Camouflage is one of the most famous examples of adaptation in nature, but amazingly, it has proven surprisingly hard to show that it really works in the wild, as seen by the eyes of the appropriate predators. This study shows that natural nests in the wild in Zambia survive better when they’re concealed by better-camouflaged nightjar parents sitting tight on their eggs (like the Mozambique nightjar at left), or when they contain better-camouflaged eggs left exposed by their fleeing plover and courser parents. Read more in an article about the study in Nature World News, or in the original paper by Jolyon Troscianko, Jared Wilson-Aggarwal, Martin Stevens and Claire Spottiswoode, and is available open access in Scientific Reports.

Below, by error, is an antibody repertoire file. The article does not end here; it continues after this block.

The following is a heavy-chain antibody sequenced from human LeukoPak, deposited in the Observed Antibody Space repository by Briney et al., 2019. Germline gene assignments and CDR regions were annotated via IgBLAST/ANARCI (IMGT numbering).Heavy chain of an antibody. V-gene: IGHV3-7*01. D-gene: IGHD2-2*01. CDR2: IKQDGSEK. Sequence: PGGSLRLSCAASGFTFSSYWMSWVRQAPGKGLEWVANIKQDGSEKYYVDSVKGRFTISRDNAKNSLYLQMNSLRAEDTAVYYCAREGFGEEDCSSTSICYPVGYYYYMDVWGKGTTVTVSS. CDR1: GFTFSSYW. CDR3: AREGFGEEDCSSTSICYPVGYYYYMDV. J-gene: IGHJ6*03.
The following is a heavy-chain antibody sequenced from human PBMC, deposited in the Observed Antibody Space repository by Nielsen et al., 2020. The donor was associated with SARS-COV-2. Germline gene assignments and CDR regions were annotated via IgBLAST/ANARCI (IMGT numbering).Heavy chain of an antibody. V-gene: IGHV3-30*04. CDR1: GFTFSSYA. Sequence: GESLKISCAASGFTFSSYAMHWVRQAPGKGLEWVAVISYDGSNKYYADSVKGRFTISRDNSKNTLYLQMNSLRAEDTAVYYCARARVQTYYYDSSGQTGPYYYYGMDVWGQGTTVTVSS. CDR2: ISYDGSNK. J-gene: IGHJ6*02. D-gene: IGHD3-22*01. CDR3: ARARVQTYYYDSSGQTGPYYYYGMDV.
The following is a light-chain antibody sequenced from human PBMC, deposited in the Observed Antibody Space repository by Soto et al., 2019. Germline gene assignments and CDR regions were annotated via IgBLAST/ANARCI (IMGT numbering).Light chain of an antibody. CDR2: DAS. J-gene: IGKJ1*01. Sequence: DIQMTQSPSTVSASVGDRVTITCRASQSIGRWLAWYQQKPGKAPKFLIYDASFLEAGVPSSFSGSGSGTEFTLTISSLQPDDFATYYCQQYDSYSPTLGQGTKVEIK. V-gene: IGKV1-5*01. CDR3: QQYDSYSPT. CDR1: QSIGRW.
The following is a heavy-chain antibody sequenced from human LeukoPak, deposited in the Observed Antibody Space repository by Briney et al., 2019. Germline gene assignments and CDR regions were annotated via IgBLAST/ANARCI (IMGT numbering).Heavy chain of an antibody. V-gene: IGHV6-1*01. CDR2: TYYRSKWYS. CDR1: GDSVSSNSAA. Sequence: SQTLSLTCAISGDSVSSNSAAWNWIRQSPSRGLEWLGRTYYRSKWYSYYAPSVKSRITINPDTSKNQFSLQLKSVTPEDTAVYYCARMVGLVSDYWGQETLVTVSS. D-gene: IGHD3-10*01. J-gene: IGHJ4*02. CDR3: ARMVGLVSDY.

Dr Gabriel Jamie has just returned from a successful couple of months of fieldwork in Zambia as part of his Leverhulme Early Career Research Fellowship. For this research, Dr Jamie is exploring the evolution of polymorphisms across diverse avian family Cisticolidae which exhibit some of the most complex and diverse eggs of any group of birds in the world.